EL PASO, Texas (Border Report) — Democrats in Congress who fought so that pharmaceutical companies wouldn’t use a new trade agreement to raise prices or delay development of generic drugs worry that Mexico has opened a back door for Big Pharma.
U.S. Reps. Jan Schakowsky of Illinois; Rosa L. DeLauro of Connecticut; and Earl Blumenauer of Oregon recently sought the help of a Mexican senator to keep “secondary patents” out of legislation to implement the U.S.-Mexico-Canada Agreement.
“It has come to our attention that Article 45.1 was amended to include language to grant patents for new uses or ‘secondary patents.’ New use patents were specifically eliminated from the final version of the USMCA as they encourage an anti-competitive practice commonly referred to as ‘evergreening,'” said the letter from the U.S. lawmakers to the president of the Economic Commission of the Mexican Senate.
“Evergreening” occurs when pharmaceuticals tinker with their products or change method of delivery to extend the life of patents that are about to expire and will no longer be cash-cows for them.
The Mexican official, Sen. Gustavo Madero Muñoz, said motions were made to modify the laws dealing with pharmaceutical aspects of the USMCA, but they failed.
Nonetheless, Madero responded to the American lawmakers with reassurances that the legislation bans secondary patents and that it won’t “permit delays in the introduction of generic medications when patents expire.”
What Mexico does with its drug prices affects thousands of uninsured or underinsured Americans who regularly cross the border to buy medications, said U.S. Rep. Veronica Escobar, D-Texas, who represents El Paso, just across the border from Juarez, Mexico.
Escobar had raised red flags to her Democratic colleagues since last October. She says El Paso residents see doctors and buy medicines in Mexico to save money, but that Mexico extending exclusivity for drugs to 10 years from the current five “will skyrocket drug costs in Mexico and lead to devastating effects for Mexicans and Americans alike.”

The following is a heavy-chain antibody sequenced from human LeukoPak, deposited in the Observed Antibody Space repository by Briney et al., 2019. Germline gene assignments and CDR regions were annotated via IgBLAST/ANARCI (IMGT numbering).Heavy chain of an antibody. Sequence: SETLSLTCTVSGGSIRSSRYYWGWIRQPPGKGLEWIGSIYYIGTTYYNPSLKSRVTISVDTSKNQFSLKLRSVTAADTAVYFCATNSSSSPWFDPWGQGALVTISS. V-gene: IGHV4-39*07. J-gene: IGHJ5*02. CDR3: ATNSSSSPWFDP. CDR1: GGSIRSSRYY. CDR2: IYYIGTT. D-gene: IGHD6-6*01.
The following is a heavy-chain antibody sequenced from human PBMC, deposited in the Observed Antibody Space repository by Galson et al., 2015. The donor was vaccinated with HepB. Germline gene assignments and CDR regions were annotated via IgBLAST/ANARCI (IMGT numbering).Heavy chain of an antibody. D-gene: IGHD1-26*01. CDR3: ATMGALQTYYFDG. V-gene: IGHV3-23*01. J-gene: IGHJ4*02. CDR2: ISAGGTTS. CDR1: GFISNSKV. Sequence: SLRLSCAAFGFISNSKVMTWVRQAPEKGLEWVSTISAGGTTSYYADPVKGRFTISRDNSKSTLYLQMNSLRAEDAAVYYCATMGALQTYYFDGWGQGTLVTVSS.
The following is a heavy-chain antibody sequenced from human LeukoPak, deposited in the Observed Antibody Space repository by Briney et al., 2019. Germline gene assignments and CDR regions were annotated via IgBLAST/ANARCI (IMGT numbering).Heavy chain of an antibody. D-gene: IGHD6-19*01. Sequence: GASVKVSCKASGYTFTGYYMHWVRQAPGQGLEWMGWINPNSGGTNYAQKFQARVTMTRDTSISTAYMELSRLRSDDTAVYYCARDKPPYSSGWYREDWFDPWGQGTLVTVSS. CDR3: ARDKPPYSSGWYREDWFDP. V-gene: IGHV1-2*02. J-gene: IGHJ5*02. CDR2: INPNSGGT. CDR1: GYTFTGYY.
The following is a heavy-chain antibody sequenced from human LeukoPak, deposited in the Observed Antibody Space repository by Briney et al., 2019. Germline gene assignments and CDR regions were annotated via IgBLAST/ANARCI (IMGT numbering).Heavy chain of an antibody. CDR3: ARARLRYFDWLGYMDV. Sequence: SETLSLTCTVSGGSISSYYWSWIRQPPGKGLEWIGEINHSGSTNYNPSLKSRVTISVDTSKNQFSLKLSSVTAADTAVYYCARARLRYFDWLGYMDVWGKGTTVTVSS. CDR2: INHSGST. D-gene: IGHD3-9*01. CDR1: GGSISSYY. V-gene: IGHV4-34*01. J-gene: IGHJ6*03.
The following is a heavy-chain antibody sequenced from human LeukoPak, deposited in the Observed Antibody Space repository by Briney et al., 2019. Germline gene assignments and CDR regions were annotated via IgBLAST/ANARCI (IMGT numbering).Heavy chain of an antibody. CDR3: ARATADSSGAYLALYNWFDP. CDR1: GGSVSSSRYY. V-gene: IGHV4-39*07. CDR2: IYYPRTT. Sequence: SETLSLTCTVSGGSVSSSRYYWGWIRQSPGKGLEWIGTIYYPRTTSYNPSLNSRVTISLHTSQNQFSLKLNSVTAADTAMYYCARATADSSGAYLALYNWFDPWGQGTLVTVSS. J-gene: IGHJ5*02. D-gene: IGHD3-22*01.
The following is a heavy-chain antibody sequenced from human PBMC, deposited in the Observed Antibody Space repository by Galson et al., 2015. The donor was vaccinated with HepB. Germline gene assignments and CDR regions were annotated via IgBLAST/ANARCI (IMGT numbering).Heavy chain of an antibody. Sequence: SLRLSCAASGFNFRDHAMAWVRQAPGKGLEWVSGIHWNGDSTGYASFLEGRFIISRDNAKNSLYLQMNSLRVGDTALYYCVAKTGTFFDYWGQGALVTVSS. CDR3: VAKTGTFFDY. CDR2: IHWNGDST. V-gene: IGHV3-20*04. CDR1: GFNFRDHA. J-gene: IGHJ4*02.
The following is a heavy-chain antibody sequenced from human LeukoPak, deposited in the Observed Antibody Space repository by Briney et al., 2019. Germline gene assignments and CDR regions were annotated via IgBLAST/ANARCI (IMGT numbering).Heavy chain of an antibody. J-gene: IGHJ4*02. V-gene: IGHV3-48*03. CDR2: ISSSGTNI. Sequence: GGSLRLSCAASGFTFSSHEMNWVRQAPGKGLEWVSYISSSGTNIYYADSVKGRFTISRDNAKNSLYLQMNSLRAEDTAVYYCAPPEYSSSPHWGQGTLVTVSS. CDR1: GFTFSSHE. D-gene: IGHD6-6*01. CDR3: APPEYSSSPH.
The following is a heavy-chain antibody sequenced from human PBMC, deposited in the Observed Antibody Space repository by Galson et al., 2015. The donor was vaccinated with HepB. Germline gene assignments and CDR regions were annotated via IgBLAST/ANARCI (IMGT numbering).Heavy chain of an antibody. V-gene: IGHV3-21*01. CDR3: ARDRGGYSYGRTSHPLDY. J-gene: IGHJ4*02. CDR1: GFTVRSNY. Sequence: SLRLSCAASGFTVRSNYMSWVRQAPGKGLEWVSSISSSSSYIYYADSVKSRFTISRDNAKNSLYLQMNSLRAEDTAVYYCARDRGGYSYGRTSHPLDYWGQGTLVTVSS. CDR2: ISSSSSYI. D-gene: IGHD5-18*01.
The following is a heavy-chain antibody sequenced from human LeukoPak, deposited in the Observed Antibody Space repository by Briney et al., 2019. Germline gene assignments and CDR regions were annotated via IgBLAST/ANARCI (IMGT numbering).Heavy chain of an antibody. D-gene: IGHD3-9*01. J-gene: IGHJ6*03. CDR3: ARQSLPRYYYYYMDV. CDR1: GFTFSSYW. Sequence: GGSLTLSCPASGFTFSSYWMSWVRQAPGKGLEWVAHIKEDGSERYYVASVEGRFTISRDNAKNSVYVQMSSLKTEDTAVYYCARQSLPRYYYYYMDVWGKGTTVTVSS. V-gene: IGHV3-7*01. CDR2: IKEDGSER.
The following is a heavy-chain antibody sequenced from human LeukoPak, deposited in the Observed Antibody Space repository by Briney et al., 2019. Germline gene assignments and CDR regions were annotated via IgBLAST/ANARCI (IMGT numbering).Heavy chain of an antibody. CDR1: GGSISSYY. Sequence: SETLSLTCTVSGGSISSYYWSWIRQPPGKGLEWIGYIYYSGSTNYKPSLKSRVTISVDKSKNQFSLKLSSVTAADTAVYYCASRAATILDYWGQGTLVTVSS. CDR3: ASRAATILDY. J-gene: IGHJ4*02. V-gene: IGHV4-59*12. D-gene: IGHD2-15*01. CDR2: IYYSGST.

Escobar cites constituents that shell out $200 co-payments and are prescribed $300 medications they opt for buying in Mexico for $40. She says that practice is a consequence of pharmaceutical industry profiteering.
Apparently not satisfied with the Mexican response, the four Democrats last week penned an opinion piece blasting the U.S. Trade Representative for not alerting lawmakers to the changes in Mexico they say favor Big Pharma.
“It is especially frustrating that the Mexican Congress made last-minute amendments […] to terms connected to the revised (treaty’s) implementing legislation that promote pharmaceutical price-gouging,” said the opinion piece in The Hill. “Worse, second-use patenting is a special threat in the COVID-19 context. If existing medicines patented for other uses are found effective to treat the coronavirus, this policy guarantees pharmaceutical firms can obtain new, extended monopolies too set sky-high prices for COVID-related uses of an old drug.”
The lawmakers made a last-ditch pitch to their Mexican counterparts to “right this wrong.”
Border Report reached out to Madero’s office to find out if his colleagues or himself are willing to revisit the issue, but no one responded to the email on Monday.